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When things go wrong


So far our homeschooling journey has been without major incidence. We’ve hit all the major developmental milestones within the normal timelines. The kids, now teenagers, can read, write, and do math. I feel pretty secure in their abilities. However, there are somethings that are required by the charter school we are in. They are the same things one encounters in public school and most independent study programs. These are the required courses- for us the issues are with biology and mathematics.

Our charter school offers several ways to meet these requirements. We can take the kids to the local junior college. Courses are available online via an virtual high school. They can work with a tutor, if they don’t mind not meeting the A-G preparatory guidelines set up by the four year universities. In our case this means the University of California and California State University systems. 

We chose the online high school. This seemed like the most efficient and streamlined way to go. The boys both like computers and are pretty savvy about them. They both like math and science too. Going in it looked like this was a no brainer. It started out that way too. It didn’t stay that way. 

My older son took the first semester of biology before the younger one. The class worked with an online book, power point lectures, and websites. He dug right in and had fun. The instructions were clear and easy to follow. There were a few glitches but they got handled quickly. 

When my younger son started, it was different. The class units were numbered. However, when my son went to work, he found the links for unit work took him to units that were later in the sequence. They even had other unit numbers on their labels. The URLs he was directed to use went to pages with fancy titles and no text. Forms had the wrong number of charts. He reported these shortcoming to me on the verge of tears.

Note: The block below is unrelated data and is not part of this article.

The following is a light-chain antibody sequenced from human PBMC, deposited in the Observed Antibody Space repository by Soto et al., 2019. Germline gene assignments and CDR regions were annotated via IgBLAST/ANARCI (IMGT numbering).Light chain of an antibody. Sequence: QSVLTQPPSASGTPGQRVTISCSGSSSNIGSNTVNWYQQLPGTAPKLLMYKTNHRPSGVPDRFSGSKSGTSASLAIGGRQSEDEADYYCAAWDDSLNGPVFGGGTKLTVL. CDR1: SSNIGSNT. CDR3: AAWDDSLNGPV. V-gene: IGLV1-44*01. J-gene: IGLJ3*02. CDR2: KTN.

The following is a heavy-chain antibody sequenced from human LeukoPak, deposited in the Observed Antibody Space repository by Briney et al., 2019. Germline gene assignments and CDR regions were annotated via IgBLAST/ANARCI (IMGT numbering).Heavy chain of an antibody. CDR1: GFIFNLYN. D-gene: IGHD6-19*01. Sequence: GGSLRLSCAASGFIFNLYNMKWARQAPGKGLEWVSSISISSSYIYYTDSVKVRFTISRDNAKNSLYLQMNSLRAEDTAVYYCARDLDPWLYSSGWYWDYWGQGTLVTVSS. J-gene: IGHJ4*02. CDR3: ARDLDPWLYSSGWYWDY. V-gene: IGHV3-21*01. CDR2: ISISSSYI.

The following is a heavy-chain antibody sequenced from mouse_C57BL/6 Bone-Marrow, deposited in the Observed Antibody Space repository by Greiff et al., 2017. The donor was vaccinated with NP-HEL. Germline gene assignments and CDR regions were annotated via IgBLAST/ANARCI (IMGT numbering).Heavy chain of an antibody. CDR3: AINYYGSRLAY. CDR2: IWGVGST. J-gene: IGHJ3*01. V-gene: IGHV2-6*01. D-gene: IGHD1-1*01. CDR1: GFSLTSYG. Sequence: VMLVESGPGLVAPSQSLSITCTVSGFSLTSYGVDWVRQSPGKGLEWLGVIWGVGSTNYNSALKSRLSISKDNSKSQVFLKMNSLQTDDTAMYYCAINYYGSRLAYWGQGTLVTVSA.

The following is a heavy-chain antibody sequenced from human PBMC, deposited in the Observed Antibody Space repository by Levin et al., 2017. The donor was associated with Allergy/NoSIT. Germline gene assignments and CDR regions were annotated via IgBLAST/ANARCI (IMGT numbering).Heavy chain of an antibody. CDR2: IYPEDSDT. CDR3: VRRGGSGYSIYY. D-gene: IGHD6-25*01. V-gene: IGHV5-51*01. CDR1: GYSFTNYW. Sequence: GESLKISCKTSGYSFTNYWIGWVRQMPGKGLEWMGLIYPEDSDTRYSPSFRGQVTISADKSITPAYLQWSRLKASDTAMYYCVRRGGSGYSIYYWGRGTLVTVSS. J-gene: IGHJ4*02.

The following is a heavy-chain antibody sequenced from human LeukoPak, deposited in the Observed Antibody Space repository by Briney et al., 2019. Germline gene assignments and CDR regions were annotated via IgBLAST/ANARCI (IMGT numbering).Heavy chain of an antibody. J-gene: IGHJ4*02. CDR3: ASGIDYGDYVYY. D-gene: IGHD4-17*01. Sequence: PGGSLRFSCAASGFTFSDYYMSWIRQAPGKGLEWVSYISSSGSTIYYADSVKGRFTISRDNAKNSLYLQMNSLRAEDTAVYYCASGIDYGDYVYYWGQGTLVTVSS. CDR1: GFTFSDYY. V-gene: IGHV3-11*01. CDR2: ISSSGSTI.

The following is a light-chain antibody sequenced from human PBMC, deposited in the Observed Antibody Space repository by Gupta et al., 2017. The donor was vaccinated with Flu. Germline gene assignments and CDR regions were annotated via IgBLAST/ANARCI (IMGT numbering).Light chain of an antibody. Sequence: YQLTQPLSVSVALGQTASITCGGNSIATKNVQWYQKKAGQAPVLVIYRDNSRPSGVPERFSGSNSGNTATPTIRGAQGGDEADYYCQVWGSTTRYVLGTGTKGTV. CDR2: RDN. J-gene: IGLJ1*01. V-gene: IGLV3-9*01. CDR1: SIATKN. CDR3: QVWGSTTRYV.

I wondered what had changed from one semester to the next to create this all to real online mess. I decided to take a look for myself. So I sat with my son as he worked on reading unit texts, and watching the lectures. The interactive images were very cool but information was missing. He would go to do the worksheet only to find the sheet was about something else. We ended up doing our own web searches to find the answers.

I felt his frustration ten fold. I’ve taken online classes and never encountered this many problems in a single class. I wrote an email to the administrator of the program and related to her the obstacles and errors in this class and the math they were taking too. It appeared to me to a bigger issue since the math class was little better. 

I was so enthralled about my own success with online learning, that I didn’t consider that my kids may not have the same experience. Granted user error is only part of what is going on, it is a big part when my son’s get ramped up, angry, frustrated, and depressed. We chose to homeschool in part to let learning be a natural and rewarding process with as little stress as possible. This is not the case with out current situation.

The wig-out factor is really high. I spazzed to the max on this. I was pretty hard on myself. What are we going to do? They are ruined for sure!  It felt so desperate to me. What if my kids can’t get into a four year school because of this? 

WHAM! It hit me right in the forebrain. I’d become the high scope pushy parent I never wanted to be. I didn’t want super kids who graduate from college at age 12. I didn’t want kids who felt a constant pressure to succeed academically at all cost. How did I fall back into that old way of thinking? It didn’t matter how I got there. It mattered that I saw it for what it was.

In the calm that follows a significant showing of emotion, I remembered. We are homeschoolers. There is always a new way to do something. We have the ability to change whenever we need to. We can also let go, forgive our mistakes and move on. I spoke to my husband, our kids, and our charter teacher. We came up with a new plan that fits our kids, our choices, and our lives. 

When things go wrong don’t worry. Look at the situation, really see it. Come to a consensus on a solution. Put that solution to work and let go of the rest. Be sure to forgive yourself and anyone else who you feel you need to, then move on. Wrong isn’t bad, it’s just something that isn’t working for us. Nothing more, nothing less.